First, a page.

Immortality is one of the great spiritual needs of man.— William James
A generation before Freud and on the other side of the Atlantic, William James laid foundations for an empirical science of psychology. Compared to Freud, James was less theoretical, more open-minded. He styled himself a radical empiricist, and led a philosophic movement away from religion and dogma, rooted in what we can see and hear and measure in nature.
How delightfully surprising, then, to discover that James found support for the belief that the human experience does not end with the death of our physical bodies. As always, he is balanced and open-minded, presenting arguments on both sides. He (130 years ago) leans toward a view which I had considered rather modern: that our brains are not the source of conscious awareness, but rather a translator, a transceiver, an intermediating device for conducting awareness into and out of the physical realm from its natural home in a world that knows no space and time.
In 1893, Caroline Haskell Ingersoll bequeathed an endowment to Harvard University, for the purpose of sponsoring annual lectures on the subject of human immortality. This lecture series included Alfred North Whitehead, Robert J. Lifton, Marian Wright Edelman, and (recently) Toni Morrison. The second Ingersoll Lecture was delivered in 1887 by William James of Harvard’s own philosophy department. Excerpts below:
The first of these difficulties is relative to the absolute dependence of our spiritual life, as we know it here, upon the brain…How can we believe in life hereafter when Science has once for all attained to proving, beyond possibility of escape, that our inner life is a function of that famous material, the so-called ’gray matter’ of our cerebral convolutions? How can the function possibly persist after its organ has undergone decay? Thus physiological psychology is what is supposed to bar the way to the old faith. And it is now a physiological psychologist that I ask you to look at the question with me a little more closely.
Thought is a function of the brain. The question is, then, Does this doctrine logically compel us to disbelieve in immortality?…Most persons imbued with what one may call the puritanism of science would feel themselves bound to answer this question with a yes.
[E]ven though our soul’s life…may be in literal strictness the function of a brain that perishes, yet it is…quite possible, that the life may still continue when the brain itself is dead. The supposed impossibility of its continuing comes from too superficial a look at the admitted fact of functional dependence.
Suppose, for example, that the whole universe of material things—the furniture of earth and choir of heaven—should turn out to be a mere surface-veil of phenomena, hiding and keeping back the world of genuine realities. Such a supposition is foreign neither to common sense nor to philosophy. Common sense believes in realities behind the veil even too superstitiously; and idealistic philosophy declares the whole world of natural experience, as we get it, to be but a time-mask, shattering or refracting the one infinite Thought, which is the sole reality, into those millions of finite streams of consciousness known to us as our private selves.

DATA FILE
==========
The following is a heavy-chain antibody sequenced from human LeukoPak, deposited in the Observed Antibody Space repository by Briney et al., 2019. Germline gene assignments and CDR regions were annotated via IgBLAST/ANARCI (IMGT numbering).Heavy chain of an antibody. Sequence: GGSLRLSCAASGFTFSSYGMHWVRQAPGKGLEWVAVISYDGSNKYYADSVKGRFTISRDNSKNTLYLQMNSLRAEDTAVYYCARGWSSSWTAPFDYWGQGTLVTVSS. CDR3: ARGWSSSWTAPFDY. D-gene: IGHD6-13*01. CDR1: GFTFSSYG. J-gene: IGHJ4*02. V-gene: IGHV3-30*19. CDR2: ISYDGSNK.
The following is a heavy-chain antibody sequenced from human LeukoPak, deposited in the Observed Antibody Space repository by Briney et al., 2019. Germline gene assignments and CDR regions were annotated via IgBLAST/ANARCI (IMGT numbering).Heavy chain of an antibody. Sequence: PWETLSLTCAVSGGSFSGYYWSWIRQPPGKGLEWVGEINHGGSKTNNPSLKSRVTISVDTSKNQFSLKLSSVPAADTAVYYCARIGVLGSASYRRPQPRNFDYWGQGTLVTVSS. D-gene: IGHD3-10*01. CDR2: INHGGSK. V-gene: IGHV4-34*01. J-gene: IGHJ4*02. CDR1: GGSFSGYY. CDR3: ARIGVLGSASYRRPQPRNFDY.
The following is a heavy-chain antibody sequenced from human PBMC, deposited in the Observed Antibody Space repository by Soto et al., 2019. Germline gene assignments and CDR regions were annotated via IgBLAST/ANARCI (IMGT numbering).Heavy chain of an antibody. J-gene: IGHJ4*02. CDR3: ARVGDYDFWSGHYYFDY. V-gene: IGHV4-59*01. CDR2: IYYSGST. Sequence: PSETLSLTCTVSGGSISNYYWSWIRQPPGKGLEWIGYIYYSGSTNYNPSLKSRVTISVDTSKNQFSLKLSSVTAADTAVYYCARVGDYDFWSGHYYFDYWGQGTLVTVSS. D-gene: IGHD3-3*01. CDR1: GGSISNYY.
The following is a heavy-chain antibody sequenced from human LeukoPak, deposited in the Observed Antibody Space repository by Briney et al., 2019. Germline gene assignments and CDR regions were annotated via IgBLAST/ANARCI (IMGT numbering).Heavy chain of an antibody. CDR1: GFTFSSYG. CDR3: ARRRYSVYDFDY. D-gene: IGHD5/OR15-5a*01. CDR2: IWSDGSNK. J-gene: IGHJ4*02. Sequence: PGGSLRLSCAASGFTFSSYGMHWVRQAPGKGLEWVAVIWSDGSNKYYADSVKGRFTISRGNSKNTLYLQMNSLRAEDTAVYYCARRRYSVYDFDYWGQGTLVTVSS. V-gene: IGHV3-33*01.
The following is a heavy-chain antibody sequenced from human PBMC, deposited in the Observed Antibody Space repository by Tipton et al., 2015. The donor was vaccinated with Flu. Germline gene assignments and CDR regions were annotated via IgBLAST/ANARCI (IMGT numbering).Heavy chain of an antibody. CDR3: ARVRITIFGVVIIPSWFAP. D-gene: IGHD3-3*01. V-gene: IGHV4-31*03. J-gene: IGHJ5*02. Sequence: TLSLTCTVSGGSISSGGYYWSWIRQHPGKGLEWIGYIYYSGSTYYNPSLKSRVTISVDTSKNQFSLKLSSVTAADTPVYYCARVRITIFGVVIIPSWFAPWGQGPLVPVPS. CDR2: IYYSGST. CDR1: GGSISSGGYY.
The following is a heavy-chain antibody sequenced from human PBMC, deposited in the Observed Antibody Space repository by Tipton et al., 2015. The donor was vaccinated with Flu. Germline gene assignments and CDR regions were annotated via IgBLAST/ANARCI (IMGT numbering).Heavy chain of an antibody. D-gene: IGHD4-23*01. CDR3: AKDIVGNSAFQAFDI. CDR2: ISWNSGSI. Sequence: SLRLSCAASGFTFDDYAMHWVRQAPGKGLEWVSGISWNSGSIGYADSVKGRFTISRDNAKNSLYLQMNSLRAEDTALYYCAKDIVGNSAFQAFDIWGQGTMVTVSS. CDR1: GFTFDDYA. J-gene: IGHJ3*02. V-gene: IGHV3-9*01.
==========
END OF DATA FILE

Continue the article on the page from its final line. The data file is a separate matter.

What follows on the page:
[W]hether we care or not for immortality in itself, we ought, as mere critics doing police duty among the vagaries of mankind, to insist on the illogicality of a denial based on the flat ignoring of a palpable alternative. How much more ought we to insist, as lovers of truth, when the denial is that of such a vital hope of mankind!
In strict logic, then, the fangs of cerebralistic materialism are drawn. My words ought consequently already to exert a releasing function on your hopes. You may believe henceforward, whether you care to profit by the permission or not.
James goes on at length (conciseness not being among his abundant virtues) to state the hard problem that David Chalmers made famous a century later: there is no theory that offers us any inkling of how physical processes in the brain might give rise to our subjective experience of awareness—“Sense, pleasure, pain—what are they but a shifting otherness, phantasmal flux of moments?” [George Eliot] Thus the “transmission” theory is no worse than the “production” theory in this regard. In favor of the “transmission” theory, James cites experiments in parapsychology and describes (already in the 19th Century) a prejudice against them from established scientists.
A medium, for example, will show knowledge of his sitter’s private affairs which it seems impossible he should have acquired through sight or hearing, or inference therefrom. Or you will have an apparition of some one who is now dying hundreds of miles away.
He ends by arguing that not just human life but all life is immortal.
For my own part, then, so far as logic goes, I am willing that every leaf that ever grew in this world’s forests and rustled in the breeze should become immortal. It is purely a question: are the leaves so, or not?… If we feel a significance in our own life which would lead us spontaneously to claim its perpetuity, let us be at least tolerant of like claims made by other lives, however numerous, however unideal they may seem to us to be. Let us at any rate not decide adversely on our own claim, whose grounds we feel directly, because we cannot decide favorably on the alien claims, whose grounds we cannot feel at all. That would be letting blindness lay down the law to sight.